As social distancing and shelter-in-place have become the norm, the legal world – like other business sectors – is rapidly adapting to serve the needs of clients. This means that virtual meeting platforms, like Zoom or GoTo Meeting, are being integrated.
Because the Collaborative Process relies on team meetings to bring clients and divorce professionals together, most of us simply shifted to virtual meetings. To help create structure, the International Academy of Collaborative Professionals (IACP) recently issued a “suggested” addendum to provide guidance on using virtual meeting technology for Collaborative meetings. At Trinity Family Law, we modified the Addendum to be consistent with the Illinois version of the Participation Agreement (PA) and quickly put it to use.
Generally, the PA provides the structure for the Collaborative Process. Now, we must address the unique challenges of virtual meetings. The Trinity Family Law Addendum adds certain details to Article 2.2 (“How it Works” – Meetings section) and 6.1 (“Confidentiality and Privilege”). Here are a few examples:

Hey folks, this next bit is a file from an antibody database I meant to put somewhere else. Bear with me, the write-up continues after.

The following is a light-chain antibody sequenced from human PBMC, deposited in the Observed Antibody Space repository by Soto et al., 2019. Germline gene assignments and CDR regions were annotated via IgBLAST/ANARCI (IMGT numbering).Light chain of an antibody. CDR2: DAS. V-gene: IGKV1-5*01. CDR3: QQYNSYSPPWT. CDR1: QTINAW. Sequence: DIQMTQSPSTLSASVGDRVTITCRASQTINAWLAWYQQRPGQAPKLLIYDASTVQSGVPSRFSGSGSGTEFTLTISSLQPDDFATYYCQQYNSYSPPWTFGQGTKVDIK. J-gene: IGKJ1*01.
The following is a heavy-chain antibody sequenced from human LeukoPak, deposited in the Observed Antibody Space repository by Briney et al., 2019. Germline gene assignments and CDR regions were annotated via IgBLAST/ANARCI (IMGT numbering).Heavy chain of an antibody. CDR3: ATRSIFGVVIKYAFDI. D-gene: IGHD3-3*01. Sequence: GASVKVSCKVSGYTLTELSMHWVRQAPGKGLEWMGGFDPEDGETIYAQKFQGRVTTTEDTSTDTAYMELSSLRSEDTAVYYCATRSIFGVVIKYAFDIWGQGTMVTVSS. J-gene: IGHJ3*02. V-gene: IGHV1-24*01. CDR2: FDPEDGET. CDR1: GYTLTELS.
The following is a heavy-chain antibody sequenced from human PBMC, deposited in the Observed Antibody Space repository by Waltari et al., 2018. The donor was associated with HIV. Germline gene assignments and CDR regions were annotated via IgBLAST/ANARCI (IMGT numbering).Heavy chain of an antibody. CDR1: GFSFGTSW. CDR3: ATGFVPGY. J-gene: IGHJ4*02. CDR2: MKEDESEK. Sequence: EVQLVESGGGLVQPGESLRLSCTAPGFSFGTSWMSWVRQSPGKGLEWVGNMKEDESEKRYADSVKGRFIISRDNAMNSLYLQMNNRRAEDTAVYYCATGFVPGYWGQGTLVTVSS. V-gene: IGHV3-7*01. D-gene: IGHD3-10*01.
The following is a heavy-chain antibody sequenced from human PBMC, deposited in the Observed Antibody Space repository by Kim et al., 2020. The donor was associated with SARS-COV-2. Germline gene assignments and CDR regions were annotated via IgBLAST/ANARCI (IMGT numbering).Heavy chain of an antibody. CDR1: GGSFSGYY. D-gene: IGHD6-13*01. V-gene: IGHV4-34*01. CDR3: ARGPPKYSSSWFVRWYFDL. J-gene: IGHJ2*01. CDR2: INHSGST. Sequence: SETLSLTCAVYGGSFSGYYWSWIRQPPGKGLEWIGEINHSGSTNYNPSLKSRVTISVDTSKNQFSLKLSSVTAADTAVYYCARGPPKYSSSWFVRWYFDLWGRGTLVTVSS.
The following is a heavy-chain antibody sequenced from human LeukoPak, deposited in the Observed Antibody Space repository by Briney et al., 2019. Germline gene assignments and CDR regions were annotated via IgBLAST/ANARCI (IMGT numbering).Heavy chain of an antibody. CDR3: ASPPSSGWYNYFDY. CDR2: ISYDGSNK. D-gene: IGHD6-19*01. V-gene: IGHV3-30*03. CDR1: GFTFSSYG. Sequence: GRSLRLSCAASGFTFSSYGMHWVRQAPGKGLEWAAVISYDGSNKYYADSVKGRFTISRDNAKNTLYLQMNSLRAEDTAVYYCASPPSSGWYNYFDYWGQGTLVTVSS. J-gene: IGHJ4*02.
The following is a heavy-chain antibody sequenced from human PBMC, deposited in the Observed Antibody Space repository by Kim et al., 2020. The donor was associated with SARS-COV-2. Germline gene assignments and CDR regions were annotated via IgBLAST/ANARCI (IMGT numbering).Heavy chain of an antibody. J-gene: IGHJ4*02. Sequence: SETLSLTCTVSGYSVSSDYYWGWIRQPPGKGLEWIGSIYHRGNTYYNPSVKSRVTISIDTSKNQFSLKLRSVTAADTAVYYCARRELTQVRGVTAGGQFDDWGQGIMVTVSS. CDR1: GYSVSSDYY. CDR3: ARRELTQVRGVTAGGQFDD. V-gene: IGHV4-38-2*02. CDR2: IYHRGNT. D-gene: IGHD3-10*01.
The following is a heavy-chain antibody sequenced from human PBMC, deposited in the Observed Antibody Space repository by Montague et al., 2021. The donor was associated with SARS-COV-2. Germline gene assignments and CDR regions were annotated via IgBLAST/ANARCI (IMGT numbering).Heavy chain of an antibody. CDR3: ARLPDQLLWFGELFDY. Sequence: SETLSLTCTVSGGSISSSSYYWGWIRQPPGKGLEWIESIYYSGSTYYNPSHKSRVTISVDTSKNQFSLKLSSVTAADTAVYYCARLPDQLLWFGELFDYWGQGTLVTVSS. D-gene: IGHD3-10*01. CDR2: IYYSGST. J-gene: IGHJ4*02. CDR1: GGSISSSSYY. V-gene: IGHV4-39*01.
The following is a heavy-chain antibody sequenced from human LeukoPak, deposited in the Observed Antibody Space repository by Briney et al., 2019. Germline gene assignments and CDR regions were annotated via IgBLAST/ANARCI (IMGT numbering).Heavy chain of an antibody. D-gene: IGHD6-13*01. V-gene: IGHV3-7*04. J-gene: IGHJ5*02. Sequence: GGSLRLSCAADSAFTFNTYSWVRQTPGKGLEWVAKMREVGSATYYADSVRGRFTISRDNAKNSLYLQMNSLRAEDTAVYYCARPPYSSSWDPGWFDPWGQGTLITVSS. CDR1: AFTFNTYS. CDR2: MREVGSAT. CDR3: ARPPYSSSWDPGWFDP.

2.2.d.1. Only the people who have signed the Participation Agreement may participate in Collaborative meetings. No other people may be physically present in the room of a participant during the online video meeting.
6.1.e.1. Video conference conversations and sharing of screens constitute Collaborative Process communications.
The first Collaborative team meeting sets the stage and lays the foundation for everything that follows. In the last few weeks, I have started three new Collaborative cases. We walked through the PA as usual, then covered the Addendum before signing.
In addition, many of the IACP suggestions are (in our opinion) better suited to include in our meeting Ground Rules, which we also cover at the first team meeting.
Like all things related to this virus, everything keeps changing. These virtual meeting guidelines will continue to evolve as new issues, even surprises, come up with video conferencing.
Be safe. Be well.